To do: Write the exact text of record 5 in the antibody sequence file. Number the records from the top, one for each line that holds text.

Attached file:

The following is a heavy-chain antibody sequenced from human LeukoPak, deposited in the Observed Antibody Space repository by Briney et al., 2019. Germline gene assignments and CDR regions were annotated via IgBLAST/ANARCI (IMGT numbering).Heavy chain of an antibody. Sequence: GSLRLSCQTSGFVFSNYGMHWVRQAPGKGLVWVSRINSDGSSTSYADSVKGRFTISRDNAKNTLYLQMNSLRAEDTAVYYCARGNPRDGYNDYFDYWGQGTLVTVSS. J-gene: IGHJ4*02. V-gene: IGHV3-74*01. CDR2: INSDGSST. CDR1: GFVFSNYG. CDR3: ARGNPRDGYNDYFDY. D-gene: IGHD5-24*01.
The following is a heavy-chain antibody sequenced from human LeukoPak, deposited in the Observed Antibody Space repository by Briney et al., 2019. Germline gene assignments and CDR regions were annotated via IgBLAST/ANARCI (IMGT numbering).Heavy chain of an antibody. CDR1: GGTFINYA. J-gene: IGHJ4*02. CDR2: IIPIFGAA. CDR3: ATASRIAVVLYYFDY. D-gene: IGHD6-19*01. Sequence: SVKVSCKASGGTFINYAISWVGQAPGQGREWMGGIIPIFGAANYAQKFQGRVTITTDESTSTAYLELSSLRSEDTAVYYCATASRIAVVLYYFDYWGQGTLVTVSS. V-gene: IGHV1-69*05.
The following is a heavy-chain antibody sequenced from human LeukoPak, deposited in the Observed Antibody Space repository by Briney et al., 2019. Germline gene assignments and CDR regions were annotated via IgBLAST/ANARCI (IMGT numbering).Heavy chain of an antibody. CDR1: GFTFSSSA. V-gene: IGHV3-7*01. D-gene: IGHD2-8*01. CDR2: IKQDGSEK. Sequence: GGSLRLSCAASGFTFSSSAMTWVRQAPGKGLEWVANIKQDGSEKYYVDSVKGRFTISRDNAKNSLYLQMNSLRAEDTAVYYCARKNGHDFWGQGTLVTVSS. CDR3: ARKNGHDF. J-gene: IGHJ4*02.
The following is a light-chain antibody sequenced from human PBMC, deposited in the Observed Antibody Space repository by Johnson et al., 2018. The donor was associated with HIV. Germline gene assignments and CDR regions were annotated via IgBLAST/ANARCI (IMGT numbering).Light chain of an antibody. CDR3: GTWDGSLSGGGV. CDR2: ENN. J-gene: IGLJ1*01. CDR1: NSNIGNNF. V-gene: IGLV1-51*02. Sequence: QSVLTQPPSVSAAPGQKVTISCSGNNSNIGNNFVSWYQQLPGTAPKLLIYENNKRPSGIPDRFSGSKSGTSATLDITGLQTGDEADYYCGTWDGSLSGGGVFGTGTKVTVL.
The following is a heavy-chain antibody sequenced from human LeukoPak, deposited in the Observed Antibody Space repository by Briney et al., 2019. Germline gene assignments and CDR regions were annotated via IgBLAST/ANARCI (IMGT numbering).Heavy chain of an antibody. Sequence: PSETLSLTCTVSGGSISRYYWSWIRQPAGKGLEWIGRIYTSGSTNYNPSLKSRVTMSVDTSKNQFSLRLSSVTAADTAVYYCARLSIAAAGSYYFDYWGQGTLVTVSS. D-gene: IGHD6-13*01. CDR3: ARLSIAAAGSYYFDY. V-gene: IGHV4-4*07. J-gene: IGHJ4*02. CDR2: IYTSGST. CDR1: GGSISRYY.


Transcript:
The following is a heavy-chain antibody sequenced from human LeukoPak, deposited in the Observed Antibody Space repository by Briney et al., 2019. Germline gene assignments and CDR regions were annotated via IgBLAST/ANARCI (IMGT numbering).Heavy chain of an antibody. Sequence: PSETLSLTCTVSGGSISRYYWSWIRQPAGKGLEWIGRIYTSGSTNYNPSLKSRVTMSVDTSKNQFSLRLSSVTAADTAVYYCARLSIAAAGSYYFDYWGQGTLVTVSS. D-gene: IGHD6-13*01. CDR3: ARLSIAAAGSYYFDY. V-gene: IGHV4-4*07. J-gene: IGHJ4*02. CDR2: IYTSGST. CDR1: GGSISRYY.